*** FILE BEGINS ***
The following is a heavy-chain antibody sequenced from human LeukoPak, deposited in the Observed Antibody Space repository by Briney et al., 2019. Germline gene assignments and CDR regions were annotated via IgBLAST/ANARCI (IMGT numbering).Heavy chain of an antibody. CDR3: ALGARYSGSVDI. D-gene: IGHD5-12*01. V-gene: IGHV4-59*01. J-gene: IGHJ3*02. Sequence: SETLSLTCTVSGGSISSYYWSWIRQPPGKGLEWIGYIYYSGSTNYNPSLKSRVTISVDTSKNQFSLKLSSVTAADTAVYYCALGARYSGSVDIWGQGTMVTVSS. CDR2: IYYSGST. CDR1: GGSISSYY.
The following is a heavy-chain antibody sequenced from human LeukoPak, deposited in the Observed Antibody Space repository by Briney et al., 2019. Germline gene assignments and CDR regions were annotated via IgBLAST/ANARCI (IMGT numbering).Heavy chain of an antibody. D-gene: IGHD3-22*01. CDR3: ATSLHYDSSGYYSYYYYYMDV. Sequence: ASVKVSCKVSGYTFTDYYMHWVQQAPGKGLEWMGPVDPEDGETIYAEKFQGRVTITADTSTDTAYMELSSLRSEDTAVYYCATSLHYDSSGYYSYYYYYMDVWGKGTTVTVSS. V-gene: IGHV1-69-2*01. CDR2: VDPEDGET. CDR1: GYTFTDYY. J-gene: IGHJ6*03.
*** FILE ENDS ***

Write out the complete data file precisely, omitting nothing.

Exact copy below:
The following is a heavy-chain antibody sequenced from human LeukoPak, deposited in the Observed Antibody Space repository by Briney et al., 2019. Germline gene assignments and CDR regions were annotated via IgBLAST/ANARCI (IMGT numbering).Heavy chain of an antibody. CDR3: ALGARYSGSVDI. D-gene: IGHD5-12*01. V-gene: IGHV4-59*01. J-gene: IGHJ3*02. Sequence: SETLSLTCTVSGGSISSYYWSWIRQPPGKGLEWIGYIYYSGSTNYNPSLKSRVTISVDTSKNQFSLKLSSVTAADTAVYYCALGARYSGSVDIWGQGTMVTVSS. CDR2: IYYSGST. CDR1: GGSISSYY.
The following is a heavy-chain antibody sequenced from human LeukoPak, deposited in the Observed Antibody Space repository by Briney et al., 2019. Germline gene assignments and CDR regions were annotated via IgBLAST/ANARCI (IMGT numbering).Heavy chain of an antibody. D-gene: IGHD3-22*01. CDR3: ATSLHYDSSGYYSYYYYYMDV. Sequence: ASVKVSCKVSGYTFTDYYMHWVQQAPGKGLEWMGPVDPEDGETIYAEKFQGRVTITADTSTDTAYMELSSLRSEDTAVYYCATSLHYDSSGYYSYYYYYMDVWGKGTTVTVSS. V-gene: IGHV1-69-2*01. CDR2: VDPEDGET. CDR1: GYTFTDYY. J-gene: IGHJ6*03.